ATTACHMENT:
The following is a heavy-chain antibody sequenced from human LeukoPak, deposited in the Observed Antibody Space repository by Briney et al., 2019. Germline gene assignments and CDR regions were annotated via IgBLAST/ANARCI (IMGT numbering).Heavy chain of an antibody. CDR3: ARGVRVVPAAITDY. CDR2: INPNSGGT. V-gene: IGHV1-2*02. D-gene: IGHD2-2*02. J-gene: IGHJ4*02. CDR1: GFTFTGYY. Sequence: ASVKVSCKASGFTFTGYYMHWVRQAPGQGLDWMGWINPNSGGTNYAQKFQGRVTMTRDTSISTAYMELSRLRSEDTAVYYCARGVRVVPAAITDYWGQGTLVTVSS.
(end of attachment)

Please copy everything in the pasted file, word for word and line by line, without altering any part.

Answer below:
The following is a heavy-chain antibody sequenced from human LeukoPak, deposited in the Observed Antibody Space repository by Briney et al., 2019. Germline gene assignments and CDR regions were annotated via IgBLAST/ANARCI (IMGT numbering).Heavy chain of an antibody. CDR3: ARGVRVVPAAITDY. CDR2: INPNSGGT. V-gene: IGHV1-2*02. D-gene: IGHD2-2*02. J-gene: IGHJ4*02. CDR1: GFTFTGYY. Sequence: ASVKVSCKASGFTFTGYYMHWVRQAPGQGLDWMGWINPNSGGTNYAQKFQGRVTMTRDTSISTAYMELSRLRSEDTAVYYCARGVRVVPAAITDYWGQGTLVTVSS.